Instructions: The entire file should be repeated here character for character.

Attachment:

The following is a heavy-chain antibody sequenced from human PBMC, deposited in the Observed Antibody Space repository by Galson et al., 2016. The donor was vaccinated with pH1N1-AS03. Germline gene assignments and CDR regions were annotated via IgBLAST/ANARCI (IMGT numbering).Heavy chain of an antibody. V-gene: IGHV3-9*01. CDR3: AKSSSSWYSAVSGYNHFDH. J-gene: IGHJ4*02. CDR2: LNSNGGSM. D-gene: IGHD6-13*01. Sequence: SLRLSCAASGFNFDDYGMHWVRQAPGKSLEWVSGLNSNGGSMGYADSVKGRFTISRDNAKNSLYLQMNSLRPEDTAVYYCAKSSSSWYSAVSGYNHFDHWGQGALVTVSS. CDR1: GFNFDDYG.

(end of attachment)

The following is a heavy-chain antibody sequenced from human PBMC, deposited in the Observed Antibody Space repository by Galson et al., 2016. The donor was vaccinated with pH1N1-AS03. Germline gene assignments and CDR regions were annotated via IgBLAST/ANARCI (IMGT numbering).Heavy chain of an antibody. V-gene: IGHV3-9*01. CDR3: AKSSSSWYSAVSGYNHFDH. J-gene: IGHJ4*02. CDR2: LNSNGGSM. D-gene: IGHD6-13*01. Sequence: SLRLSCAASGFNFDDYGMHWVRQAPGKSLEWVSGLNSNGGSMGYADSVKGRFTISRDNAKNSLYLQMNSLRPEDTAVYYCAKSSSSWYSAVSGYNHFDHWGQGALVTVSS. CDR1: GFNFDDYG.